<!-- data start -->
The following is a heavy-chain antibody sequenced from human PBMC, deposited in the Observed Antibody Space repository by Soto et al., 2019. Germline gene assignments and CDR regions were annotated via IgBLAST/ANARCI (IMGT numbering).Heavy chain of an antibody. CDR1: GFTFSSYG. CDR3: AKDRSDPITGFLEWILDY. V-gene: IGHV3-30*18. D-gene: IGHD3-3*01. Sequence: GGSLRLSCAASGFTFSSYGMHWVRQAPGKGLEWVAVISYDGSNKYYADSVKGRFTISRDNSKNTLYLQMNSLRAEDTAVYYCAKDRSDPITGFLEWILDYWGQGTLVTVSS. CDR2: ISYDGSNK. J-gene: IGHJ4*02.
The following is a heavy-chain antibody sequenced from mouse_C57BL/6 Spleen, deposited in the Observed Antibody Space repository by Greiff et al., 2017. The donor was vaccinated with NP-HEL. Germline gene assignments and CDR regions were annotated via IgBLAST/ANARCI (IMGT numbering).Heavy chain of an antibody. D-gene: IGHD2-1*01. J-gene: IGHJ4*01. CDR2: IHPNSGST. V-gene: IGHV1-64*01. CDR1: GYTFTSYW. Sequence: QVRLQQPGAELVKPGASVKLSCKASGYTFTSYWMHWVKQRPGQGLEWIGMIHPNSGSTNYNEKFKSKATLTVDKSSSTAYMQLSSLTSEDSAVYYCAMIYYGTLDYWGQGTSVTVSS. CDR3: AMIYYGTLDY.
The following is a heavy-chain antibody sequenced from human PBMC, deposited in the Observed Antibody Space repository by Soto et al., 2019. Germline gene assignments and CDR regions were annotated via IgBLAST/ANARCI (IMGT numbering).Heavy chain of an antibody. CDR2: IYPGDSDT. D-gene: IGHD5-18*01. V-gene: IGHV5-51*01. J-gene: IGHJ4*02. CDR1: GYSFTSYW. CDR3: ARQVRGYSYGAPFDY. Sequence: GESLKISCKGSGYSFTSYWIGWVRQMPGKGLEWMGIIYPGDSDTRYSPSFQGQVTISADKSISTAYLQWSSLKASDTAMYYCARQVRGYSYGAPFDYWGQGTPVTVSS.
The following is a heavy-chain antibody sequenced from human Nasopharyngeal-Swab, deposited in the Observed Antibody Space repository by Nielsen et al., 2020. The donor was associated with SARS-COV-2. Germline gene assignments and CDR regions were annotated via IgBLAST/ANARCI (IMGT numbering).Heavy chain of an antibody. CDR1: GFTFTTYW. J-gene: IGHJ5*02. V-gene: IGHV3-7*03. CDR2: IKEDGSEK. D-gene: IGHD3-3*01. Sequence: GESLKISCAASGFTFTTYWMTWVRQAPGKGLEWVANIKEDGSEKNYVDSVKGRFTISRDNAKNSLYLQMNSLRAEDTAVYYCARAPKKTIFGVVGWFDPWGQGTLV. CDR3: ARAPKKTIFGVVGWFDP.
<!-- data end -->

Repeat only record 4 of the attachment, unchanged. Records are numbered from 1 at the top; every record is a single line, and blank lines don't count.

The following is a heavy-chain antibody sequenced from human Nasopharyngeal-Swab, deposited in the Observed Antibody Space repository by Nielsen et al., 2020. The donor was associated with SARS-COV-2. Germline gene assignments and CDR regions were annotated via IgBLAST/ANARCI (IMGT numbering).Heavy chain of an antibody. CDR1: GFTFTTYW. J-gene: IGHJ5*02. V-gene: IGHV3-7*03. CDR2: IKEDGSEK. D-gene: IGHD3-3*01. Sequence: GESLKISCAASGFTFTTYWMTWVRQAPGKGLEWVANIKEDGSEKNYVDSVKGRFTISRDNAKNSLYLQMNSLRAEDTAVYYCARAPKKTIFGVVGWFDPWGQGTLV. CDR3: ARAPKKTIFGVVGWFDP.